Annual Conference

The hybrid 2021 L&I Conference was a big success!

Wednesday November 10, 2021, the annual conference of Learning & Innovation at Maastricht University took place in Maastricht.


The hybrid conference kicked off with an introduction by Carla Haelermans, the chair of our taskforce and Peter Møllgaard the dean of Maastricht University School of Business and Economics.


The keynote was provided by Bart Rienties. He gave a very interesting keynote about learning analytics. Unfortunately he could not travel to the Netherlands, but still managed to make it highly interactive and a great hybrid experience!


Next, six brave PhD-students from several faculties of Maastrichdt University gave a short pitch about their research! Thank you Mariët Bogaard, Per Bles, Hala el Damellawy, Yuanyuan Zhu, Joedith López-Cuello and Fauzan Ansyari! Thanks a lot for your contributions, great job!


In the afternoon, we had two great rounds of interactive workshops and closed the day with some closing remarks and of course some networking drinks!


Thanks to everyone for attending!

Conference Programme of the L&I conference on 10 November 2021 published!

See below for more information on the conference and the programme!

Conference programme

On November 10, 2021, the Taskforce Learning & Innovation will organise their annual conference in Maastricht. The conference is free of charge for everyone interested in our conference, be it an (educational) scientist, a teacher, or a student, from within or outside Maastricht University. There is no need to submit an abstract to attend the conference, but because of Covid-19 rules, registration is mandatory. We will start with coffee at 9.30 and end with drinks at around 15.30 hours.

The taskforce is very pleased to have prof. dr. Bart Rienties as keynote speaker for the conference. Prof. Rienties is a professor of Learning Analytics at the Institute of Educational Technology at the Open University UK.

During the conference, PhD-students and postdocs will have the opportunity to present their research in the field of Learning and Innovation with a short pitch and a poster. In addition, there will be four (parallel) workshops related to the main Learning & Innovation research themes of Maastricht University.

The conference will most likely have a hybrid form. The sessions can be attended live, but we will also arrange opportunities to join the sessions online. More information about this will follow.

Please have a look at the full programme (time is Central European Time):

9.30 – 10.00 Coffee

10.00 – 11.00 Opening by prof. dr. Peter Møllgaard

Keynote by prof. dr. Bart Rienties, titled "What we have learned from big and small data studies at the Open University UK: doing learning analytics at scale"

11.00 – 12.00 Pitches by PhD students and postdocs

12.00 – 12.45 Lunch, including posters by PhD students and postdocs

12.45 – 13.45 Workshop round (see below for workshop descriptions)

Choose between:

- Problem Based Learning (PBL) now and in the future

- Lifelong Development

13.45 – 14.00 Short break

14.00 – 15.00 Workshop round (see below for workshop descriptions)

Choose between:

- Internationalization

- Human cognition, learning, and education

15.00 – 15.30 Reflection and closing remarks by the Taskforce Learning & Innovation

15.30 – … Drinks

We will then in due time provide you with more information on the conference.


Workshop descriptions


Workshop 1: PBL Now and in the Future - Round 1

The COVID-19 pandemic has accelerated the adoption of various educational delivery approaches, such as online, hybrid, and blended learning. These approaches introduce important elements that are crucial to consider in order to optimize the design, delivery, and assessment of student’s learning. In this workshop, by means of a world cafe, we want to host a dialogue on the impact of research findings on blended, online and hybrid learning (in the Problem Based Learning model and beyond) and future research needs in this area.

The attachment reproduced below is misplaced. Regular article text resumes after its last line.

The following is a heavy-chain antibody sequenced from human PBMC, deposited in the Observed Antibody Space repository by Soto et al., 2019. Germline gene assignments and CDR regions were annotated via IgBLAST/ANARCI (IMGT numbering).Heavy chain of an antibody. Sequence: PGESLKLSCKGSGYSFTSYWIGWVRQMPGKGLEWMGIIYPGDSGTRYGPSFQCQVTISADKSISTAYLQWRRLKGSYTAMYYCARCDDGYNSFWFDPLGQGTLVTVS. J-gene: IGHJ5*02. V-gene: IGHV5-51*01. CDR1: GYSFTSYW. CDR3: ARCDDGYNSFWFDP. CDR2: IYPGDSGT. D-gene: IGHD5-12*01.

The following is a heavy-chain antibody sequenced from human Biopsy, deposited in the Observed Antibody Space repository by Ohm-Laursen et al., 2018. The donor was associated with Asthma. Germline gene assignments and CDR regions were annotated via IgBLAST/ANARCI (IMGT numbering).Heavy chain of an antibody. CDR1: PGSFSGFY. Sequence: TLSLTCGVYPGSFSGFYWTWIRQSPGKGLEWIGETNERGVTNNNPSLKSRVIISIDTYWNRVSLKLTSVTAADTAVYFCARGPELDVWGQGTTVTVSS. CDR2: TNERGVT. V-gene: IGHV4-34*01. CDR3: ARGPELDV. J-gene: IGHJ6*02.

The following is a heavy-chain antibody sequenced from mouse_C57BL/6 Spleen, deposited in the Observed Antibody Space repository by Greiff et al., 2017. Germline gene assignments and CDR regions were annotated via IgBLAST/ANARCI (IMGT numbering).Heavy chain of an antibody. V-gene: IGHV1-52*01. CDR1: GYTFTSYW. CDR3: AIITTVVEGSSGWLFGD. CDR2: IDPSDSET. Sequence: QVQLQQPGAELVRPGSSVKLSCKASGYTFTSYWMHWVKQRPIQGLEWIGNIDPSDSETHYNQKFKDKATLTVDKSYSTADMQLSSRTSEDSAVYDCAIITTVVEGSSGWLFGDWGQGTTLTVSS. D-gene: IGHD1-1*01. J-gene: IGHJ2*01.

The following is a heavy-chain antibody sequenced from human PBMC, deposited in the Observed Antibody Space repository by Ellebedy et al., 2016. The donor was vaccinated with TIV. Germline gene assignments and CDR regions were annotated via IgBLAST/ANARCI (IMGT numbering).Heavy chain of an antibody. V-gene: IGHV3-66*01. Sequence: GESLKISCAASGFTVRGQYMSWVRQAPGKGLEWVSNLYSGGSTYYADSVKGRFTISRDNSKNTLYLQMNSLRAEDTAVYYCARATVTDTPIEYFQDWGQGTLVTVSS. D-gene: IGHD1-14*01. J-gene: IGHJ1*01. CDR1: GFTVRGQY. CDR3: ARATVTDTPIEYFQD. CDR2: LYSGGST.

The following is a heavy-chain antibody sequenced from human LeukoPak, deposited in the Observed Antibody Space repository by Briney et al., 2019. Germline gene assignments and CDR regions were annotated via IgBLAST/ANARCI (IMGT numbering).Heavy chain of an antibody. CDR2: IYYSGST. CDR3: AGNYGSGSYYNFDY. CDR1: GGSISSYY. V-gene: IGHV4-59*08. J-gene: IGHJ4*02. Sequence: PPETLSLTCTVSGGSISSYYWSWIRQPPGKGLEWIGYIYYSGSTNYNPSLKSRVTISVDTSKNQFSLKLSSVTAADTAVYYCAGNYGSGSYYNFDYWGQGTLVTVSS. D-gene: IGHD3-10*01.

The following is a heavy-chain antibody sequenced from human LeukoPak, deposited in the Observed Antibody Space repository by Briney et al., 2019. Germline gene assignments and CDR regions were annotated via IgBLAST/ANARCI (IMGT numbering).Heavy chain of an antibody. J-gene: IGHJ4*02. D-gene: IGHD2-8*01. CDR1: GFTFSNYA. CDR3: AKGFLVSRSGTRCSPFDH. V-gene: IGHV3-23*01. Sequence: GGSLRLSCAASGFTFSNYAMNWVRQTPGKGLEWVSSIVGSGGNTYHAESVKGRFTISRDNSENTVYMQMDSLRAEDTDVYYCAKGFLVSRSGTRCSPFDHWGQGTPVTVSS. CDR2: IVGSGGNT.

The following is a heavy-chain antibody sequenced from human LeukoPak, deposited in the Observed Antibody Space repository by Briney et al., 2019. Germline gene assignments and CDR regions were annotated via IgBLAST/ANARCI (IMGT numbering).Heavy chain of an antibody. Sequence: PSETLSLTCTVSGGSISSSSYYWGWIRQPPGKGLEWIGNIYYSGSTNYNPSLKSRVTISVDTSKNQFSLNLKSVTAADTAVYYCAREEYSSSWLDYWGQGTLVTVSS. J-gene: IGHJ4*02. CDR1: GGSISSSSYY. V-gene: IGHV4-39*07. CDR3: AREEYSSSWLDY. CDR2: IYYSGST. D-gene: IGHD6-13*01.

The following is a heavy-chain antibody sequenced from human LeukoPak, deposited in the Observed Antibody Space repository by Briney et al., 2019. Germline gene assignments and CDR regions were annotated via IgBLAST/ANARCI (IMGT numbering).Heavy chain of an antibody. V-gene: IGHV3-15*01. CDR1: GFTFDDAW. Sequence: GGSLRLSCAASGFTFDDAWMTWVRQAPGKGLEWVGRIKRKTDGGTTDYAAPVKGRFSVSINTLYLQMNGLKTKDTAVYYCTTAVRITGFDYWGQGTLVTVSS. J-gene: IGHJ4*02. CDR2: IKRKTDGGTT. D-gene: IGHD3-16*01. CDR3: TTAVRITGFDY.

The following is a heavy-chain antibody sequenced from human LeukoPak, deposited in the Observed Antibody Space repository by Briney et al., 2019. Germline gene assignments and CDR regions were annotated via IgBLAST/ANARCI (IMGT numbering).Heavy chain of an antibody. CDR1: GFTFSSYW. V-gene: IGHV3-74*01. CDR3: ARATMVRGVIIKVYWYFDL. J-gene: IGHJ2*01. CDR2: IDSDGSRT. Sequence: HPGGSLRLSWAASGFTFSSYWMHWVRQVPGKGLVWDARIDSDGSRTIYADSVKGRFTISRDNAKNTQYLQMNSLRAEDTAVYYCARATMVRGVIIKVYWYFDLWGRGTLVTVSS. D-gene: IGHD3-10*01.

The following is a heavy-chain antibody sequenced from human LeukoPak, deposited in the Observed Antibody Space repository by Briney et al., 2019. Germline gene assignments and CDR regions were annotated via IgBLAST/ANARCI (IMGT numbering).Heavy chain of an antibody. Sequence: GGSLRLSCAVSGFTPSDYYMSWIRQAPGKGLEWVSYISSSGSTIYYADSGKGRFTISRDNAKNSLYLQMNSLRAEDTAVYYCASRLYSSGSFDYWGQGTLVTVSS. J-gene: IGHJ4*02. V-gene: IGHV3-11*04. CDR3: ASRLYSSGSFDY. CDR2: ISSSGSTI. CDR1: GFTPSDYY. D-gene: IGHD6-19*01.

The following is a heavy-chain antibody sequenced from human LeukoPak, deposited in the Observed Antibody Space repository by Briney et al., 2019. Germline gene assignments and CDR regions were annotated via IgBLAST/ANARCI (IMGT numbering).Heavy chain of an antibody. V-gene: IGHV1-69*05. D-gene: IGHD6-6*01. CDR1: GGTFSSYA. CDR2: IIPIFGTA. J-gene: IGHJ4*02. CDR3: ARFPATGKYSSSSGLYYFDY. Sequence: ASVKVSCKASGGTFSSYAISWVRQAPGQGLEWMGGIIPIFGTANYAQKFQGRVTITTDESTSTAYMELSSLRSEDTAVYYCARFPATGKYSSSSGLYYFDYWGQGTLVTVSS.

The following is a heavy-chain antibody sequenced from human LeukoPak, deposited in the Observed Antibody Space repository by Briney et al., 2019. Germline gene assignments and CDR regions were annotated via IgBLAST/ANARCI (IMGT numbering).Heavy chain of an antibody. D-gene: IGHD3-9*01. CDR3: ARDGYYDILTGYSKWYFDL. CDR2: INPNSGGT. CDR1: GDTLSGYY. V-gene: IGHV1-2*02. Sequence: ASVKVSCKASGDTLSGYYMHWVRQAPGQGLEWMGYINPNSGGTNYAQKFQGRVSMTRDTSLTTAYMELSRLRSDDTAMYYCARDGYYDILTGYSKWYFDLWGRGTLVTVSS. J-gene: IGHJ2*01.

Workshop 2: Lifelong development - Round 1

Due to technological innovations, robots have become equipped to take up our routine tasks. While this is generally perceived as negative for those working on routine tasks, it has not led to replacement of human jobs. However, research has shown that it influences the task – and hence skills - demands of workers. To keep up with the speed of innovation, we need a culture of lifelong learning, covering the whole range of formal, informal, and non-formal learning. By means of a gallery walk, participants are introduced to a number of relevant questions in this field and will jointly try to answer how we could research these questions.

Workshop 3: Internationalization - Round 2

After the Bologna Declaration was signed in 1999, European higher education became more attractive to foreign students. This led to increased internationalization at many universities in- and outside of the Netherlands. Research suggests that this development may benefit students’ learning, but it can also have adverse consequences. This workshop revolves around a debate that focuses on identifying the prose and cons of internationalization of higher education and, subsequently, on how can approach the cons to the advantage of students and staff at our universities.

Workshop 4: Human cognition, learning, and education - Round 2

Within Maastricht University and other institutes, researchers are engaged in scientific studies trying to understand human cognition, and specifically how learning works, and how these insights can be translated to effective education. This workshop is an open invitation to those researchers and those who aren’t doing research but are interested in these topics to join, get to know each other, share and create. In a speed dating format, you are challenged to come up with a joint research idea connected to human cognition, learning and education. Attendees vote for the best idea, which will be awarded with a (limited) financial compensation to kickstart the execution of the idea.



Prof. dr. Bart Rienties Keynote speaker Conference 2021

We are very happy to announce that Prof. dr. Bart Rienties will be the keynote speaker at the 2021 Learning & Innovation Conference on November 10!


Bart Rienties is a Professor of Learning Analytics at the Institute of Educational Technology at the Open University UK. He joined IET in January 2014, initially as Reader in Learning Analytics. Previously he worked at University of Surrey from 2010-213 as (senior) lecturer in higher education, and before that in various roles from 2000-2010 at Maastricht University. His main research interests are related to Learning Analytics, Learning Design, Computer-Supported Collaborative Learning, and Professional Development. He is also interested in broader internationalization aspects of higher education.


https://iet.open.ac.uk/people/bart.rienties


Save the date! L&I conference takes place on 10 November 2021!

The conference is free of charge, and will start with coffee at 9.30 and end with drinks around 16.30.

More information will follow soon!

Conference June 2019